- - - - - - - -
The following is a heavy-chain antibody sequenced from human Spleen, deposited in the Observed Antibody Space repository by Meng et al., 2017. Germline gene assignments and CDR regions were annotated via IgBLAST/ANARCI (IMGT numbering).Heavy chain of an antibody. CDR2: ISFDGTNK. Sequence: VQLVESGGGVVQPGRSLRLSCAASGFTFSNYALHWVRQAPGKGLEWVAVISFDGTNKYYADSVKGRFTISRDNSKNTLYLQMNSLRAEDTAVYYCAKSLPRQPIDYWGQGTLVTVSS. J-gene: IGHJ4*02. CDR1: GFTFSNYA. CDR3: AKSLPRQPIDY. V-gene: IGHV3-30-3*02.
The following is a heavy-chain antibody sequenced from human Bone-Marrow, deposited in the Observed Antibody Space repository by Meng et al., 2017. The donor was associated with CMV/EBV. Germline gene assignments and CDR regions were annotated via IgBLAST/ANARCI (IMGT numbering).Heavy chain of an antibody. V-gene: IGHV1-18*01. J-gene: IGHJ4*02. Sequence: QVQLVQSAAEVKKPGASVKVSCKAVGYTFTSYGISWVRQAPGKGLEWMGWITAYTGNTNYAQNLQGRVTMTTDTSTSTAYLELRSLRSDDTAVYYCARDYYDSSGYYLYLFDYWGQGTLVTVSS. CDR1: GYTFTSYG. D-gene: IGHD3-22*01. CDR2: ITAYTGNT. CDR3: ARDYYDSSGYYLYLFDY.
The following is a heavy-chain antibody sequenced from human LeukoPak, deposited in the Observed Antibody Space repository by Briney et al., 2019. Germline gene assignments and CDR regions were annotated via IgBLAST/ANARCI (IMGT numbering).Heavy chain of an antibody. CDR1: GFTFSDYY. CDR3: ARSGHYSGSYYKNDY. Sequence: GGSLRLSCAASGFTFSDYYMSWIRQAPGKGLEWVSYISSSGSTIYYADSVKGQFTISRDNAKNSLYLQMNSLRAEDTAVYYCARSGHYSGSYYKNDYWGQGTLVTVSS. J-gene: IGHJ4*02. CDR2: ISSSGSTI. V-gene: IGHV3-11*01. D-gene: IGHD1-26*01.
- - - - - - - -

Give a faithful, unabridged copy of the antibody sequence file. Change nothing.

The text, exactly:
The following is a heavy-chain antibody sequenced from human Spleen, deposited in the Observed Antibody Space repository by Meng et al., 2017. Germline gene assignments and CDR regions were annotated via IgBLAST/ANARCI (IMGT numbering).Heavy chain of an antibody. CDR2: ISFDGTNK. Sequence: VQLVESGGGVVQPGRSLRLSCAASGFTFSNYALHWVRQAPGKGLEWVAVISFDGTNKYYADSVKGRFTISRDNSKNTLYLQMNSLRAEDTAVYYCAKSLPRQPIDYWGQGTLVTVSS. J-gene: IGHJ4*02. CDR1: GFTFSNYA. CDR3: AKSLPRQPIDY. V-gene: IGHV3-30-3*02.
The following is a heavy-chain antibody sequenced from human Bone-Marrow, deposited in the Observed Antibody Space repository by Meng et al., 2017. The donor was associated with CMV/EBV. Germline gene assignments and CDR regions were annotated via IgBLAST/ANARCI (IMGT numbering).Heavy chain of an antibody. V-gene: IGHV1-18*01. J-gene: IGHJ4*02. Sequence: QVQLVQSAAEVKKPGASVKVSCKAVGYTFTSYGISWVRQAPGKGLEWMGWITAYTGNTNYAQNLQGRVTMTTDTSTSTAYLELRSLRSDDTAVYYCARDYYDSSGYYLYLFDYWGQGTLVTVSS. CDR1: GYTFTSYG. D-gene: IGHD3-22*01. CDR2: ITAYTGNT. CDR3: ARDYYDSSGYYLYLFDY.
The following is a heavy-chain antibody sequenced from human LeukoPak, deposited in the Observed Antibody Space repository by Briney et al., 2019. Germline gene assignments and CDR regions were annotated via IgBLAST/ANARCI (IMGT numbering).Heavy chain of an antibody. CDR1: GFTFSDYY. CDR3: ARSGHYSGSYYKNDY. Sequence: GGSLRLSCAASGFTFSDYYMSWIRQAPGKGLEWVSYISSSGSTIYYADSVKGQFTISRDNAKNSLYLQMNSLRAEDTAVYYCARSGHYSGSYYKNDYWGQGTLVTVSS. J-gene: IGHJ4*02. CDR2: ISSSGSTI. V-gene: IGHV3-11*01. D-gene: IGHD1-26*01.